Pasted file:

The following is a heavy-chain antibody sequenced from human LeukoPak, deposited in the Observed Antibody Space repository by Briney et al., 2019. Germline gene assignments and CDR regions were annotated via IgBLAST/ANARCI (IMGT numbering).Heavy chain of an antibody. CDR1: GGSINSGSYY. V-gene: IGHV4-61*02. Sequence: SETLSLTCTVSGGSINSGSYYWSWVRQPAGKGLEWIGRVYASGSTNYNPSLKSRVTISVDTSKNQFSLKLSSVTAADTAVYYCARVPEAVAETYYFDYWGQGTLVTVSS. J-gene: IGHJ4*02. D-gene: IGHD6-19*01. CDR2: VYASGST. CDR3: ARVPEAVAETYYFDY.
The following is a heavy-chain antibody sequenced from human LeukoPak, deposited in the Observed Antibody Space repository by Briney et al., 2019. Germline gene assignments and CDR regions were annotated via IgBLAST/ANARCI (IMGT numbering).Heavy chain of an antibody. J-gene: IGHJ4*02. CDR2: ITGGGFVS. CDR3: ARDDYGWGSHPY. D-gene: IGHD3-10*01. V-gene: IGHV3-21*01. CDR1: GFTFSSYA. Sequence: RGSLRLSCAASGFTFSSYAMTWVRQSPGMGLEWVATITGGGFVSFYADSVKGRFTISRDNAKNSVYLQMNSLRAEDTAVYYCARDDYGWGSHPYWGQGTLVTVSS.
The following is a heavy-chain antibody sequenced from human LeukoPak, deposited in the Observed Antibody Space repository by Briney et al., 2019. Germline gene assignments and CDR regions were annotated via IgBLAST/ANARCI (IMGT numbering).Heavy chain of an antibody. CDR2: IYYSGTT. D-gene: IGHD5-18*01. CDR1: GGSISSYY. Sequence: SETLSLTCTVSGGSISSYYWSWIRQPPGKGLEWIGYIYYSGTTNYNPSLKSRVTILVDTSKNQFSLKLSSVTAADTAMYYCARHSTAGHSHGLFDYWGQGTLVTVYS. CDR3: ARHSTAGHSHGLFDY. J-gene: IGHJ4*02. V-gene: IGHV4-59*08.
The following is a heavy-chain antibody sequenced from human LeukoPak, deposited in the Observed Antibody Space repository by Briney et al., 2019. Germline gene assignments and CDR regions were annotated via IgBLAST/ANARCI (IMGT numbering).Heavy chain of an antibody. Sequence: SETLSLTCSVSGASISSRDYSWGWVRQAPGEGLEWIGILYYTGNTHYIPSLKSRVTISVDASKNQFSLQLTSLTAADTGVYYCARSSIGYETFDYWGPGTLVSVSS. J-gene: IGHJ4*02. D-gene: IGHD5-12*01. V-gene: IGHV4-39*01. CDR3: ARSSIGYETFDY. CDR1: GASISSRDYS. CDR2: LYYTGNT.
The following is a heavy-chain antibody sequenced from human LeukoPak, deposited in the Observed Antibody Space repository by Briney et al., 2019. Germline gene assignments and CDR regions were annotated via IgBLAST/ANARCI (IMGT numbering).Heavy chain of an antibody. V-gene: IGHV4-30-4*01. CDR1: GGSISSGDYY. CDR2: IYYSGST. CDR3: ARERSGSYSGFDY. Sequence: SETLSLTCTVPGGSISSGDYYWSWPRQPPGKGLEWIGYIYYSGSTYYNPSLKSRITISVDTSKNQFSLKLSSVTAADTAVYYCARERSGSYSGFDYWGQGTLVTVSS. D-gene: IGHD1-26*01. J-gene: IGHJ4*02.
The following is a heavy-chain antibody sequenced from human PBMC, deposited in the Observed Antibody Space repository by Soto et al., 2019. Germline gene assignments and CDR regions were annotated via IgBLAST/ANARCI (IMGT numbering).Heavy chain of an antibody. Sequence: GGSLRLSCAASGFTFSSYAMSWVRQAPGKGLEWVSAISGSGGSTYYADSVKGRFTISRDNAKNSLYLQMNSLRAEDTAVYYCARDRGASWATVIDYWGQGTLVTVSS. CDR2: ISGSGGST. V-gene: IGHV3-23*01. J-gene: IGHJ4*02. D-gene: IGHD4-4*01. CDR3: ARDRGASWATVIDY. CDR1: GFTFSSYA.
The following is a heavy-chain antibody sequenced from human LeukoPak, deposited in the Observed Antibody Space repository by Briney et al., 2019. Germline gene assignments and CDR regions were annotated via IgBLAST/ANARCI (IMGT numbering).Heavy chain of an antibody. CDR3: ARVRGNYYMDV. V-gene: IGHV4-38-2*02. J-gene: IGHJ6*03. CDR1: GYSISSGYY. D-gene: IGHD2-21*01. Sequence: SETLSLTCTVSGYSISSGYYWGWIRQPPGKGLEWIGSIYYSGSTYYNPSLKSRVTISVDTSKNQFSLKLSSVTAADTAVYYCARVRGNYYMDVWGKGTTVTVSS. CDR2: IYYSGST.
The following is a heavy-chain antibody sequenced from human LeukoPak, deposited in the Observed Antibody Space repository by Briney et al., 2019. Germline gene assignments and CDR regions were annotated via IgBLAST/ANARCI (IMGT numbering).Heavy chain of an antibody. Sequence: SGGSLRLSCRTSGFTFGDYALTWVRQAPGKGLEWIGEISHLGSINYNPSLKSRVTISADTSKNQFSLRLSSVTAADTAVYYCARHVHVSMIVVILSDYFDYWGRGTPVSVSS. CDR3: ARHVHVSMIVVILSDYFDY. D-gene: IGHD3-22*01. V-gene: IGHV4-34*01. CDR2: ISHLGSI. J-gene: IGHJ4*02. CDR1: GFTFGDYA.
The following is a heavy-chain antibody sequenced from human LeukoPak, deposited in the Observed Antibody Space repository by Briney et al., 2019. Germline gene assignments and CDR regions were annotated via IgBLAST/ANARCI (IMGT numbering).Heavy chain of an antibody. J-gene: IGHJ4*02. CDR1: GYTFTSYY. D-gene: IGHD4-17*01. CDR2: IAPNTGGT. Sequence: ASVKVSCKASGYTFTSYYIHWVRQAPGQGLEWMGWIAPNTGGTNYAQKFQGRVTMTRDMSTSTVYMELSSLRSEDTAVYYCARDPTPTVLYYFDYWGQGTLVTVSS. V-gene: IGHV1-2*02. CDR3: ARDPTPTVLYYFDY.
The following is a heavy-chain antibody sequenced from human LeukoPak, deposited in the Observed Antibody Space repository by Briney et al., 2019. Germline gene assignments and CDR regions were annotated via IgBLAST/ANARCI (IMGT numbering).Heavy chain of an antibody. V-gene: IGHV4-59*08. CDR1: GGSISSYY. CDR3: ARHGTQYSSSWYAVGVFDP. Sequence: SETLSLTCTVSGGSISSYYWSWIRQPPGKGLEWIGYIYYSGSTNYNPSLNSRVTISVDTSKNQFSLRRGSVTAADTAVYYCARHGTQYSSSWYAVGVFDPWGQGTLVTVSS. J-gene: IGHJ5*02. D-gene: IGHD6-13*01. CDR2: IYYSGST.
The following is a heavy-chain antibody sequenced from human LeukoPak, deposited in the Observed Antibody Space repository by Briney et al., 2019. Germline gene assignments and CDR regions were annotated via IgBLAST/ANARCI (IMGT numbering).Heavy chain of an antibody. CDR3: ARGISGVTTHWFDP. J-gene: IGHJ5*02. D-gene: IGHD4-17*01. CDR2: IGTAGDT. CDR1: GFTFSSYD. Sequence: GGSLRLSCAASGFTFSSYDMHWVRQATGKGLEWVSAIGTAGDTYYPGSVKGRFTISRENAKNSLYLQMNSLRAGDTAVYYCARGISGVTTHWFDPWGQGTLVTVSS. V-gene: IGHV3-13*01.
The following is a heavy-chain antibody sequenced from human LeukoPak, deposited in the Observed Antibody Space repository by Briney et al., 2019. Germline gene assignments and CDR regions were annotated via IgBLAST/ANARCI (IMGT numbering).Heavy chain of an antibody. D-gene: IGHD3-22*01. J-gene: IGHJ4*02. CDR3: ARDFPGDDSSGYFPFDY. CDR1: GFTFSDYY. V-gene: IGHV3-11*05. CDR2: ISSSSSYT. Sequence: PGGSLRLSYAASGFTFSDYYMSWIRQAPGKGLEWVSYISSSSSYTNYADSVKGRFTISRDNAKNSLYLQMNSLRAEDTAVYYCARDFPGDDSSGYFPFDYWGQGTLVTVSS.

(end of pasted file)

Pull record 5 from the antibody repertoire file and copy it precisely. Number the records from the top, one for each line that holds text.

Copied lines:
The following is a heavy-chain antibody sequenced from human LeukoPak, deposited in the Observed Antibody Space repository by Briney et al., 2019. Germline gene assignments and CDR regions were annotated via IgBLAST/ANARCI (IMGT numbering).Heavy chain of an antibody. V-gene: IGHV4-30-4*01. CDR1: GGSISSGDYY. CDR2: IYYSGST. CDR3: ARERSGSYSGFDY. Sequence: SETLSLTCTVPGGSISSGDYYWSWPRQPPGKGLEWIGYIYYSGSTYYNPSLKSRITISVDTSKNQFSLKLSSVTAADTAVYYCARERSGSYSGFDYWGQGTLVTVSS. D-gene: IGHD1-26*01. J-gene: IGHJ4*02.